300-Plus Canadian Wildfires Force Closures of Lumber Mills, Natural Gas Facility

By Danielle Bochove, Natalie Obiko Pearson and | July 12, 2017

More than 300 wildfires in British Columbia have forced Canadian lumber mills and an Enbridge Inc. natural gas compressor station to shut as hot, dry weather fans blazes across swaths of western Canada and the U.S.

Enbridge said Tuesday [July 11] that it has closed a compressor station on its T-South pipeline, which carries natural gas from northern B.C. to the U.S. border. Maintenance work in the affected area also has been halted, while emergency response plans are under way to protect facilities and workers, Enbridge spokesman Jesse Semko said in an email.

Wildfires have swept across the West, forcing thousands of evacuations across B.C., California and Colorado and prompting military personnel to mobilize on both sides of the border to help battle the flames.

Kinder Morgan Inc. said Tuesday it was closely monitoring the fires and was taking preventative actions near its Trans Mountain crude pipeline in B.C., including “removing vegetation to create a fire break and adding sprinklers to keep the areas wet.” On Monday, the company had said the blazes were in the “vicinity” of the pipeline.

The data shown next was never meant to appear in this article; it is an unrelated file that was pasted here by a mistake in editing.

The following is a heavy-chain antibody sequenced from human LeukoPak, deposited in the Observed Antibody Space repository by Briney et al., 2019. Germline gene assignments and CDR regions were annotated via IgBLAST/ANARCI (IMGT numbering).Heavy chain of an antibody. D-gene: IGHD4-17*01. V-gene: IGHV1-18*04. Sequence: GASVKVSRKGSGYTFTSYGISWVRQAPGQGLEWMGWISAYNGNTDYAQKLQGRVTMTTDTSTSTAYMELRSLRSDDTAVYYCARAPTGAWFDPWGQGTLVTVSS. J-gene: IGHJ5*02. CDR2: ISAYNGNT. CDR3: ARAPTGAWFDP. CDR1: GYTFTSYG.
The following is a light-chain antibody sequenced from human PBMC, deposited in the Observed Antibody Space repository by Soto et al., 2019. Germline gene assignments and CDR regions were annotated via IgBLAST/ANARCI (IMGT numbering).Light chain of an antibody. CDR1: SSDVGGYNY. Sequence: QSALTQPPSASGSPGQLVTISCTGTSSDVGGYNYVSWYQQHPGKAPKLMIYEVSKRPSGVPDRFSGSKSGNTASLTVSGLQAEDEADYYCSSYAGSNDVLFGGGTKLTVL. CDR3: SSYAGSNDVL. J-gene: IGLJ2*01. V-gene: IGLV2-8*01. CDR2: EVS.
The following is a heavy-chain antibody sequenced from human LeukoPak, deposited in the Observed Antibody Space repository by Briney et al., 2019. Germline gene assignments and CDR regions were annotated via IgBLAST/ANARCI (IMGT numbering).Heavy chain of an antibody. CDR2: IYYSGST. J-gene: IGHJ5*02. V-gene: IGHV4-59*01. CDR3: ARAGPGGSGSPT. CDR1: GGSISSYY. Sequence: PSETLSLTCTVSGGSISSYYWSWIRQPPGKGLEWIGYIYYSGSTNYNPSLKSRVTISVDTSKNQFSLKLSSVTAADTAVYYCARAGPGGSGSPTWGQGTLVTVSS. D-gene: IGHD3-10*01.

Trans Mountain carries 300,000 barrels a day of crude oil and refined fuels from neighboring Alberta to the Vancouver area for export to the U.S.

Norbord Inc., the largest North American producer of oriented strand board used in residential construction, suspended production at its mill in 100 Mile House in central B.C. but stressed that, for now, the mill is safe.

Evacuation Zone

“We were in a zone that got evacuated Sunday night so we shut the mill down and that continues to be the situation,” Norbord Chief Financial Officer Robin Lampard said by phone Tuesday morning. The Toronto-based company has 440 million square feet of annual production capacity. It hasn’t disclosed the cost per day of the shutdown, Lampard said.

West Fraser Timber Co., backed by billionaire Jim Pattison, said as of Tuesday operations at three locations in B.C. — 100 Mile House, Williams Lake and Chasm — remain suspended.

West Fraser said it’s uncertain how long the operations will be closed and is unable to assess the impact on lumber and plywood production. The facilities represent annual production capacity of 800 million board feet of lumber and 270 million square feet of plywood.

Tolko Industries Ltd. said on its Facebook page its Williams Lake mills won’t be operating until further notice.

330 Fires

West Fraser and Tolko’s mills are in the heart of some key fire regions and more curtailments are possible, said Kevin Mason, managing director of ERA Forest Products Research. Harvesting is being restricted in parts of B.C.’s southern interior and “some mills may eventually run out of logs later this summer,” he said.

Interfor Corp. said its operations weren’t directly affected by the wildfires as of Tuesday, but it has moved crews out of a woodland area “to be on the safe side,” according to spokeswoman Tania Venn. Canfor Corp.’s operations weren’t directly affected by the wildfires, spokeswoman Corinne Stavness said in an email.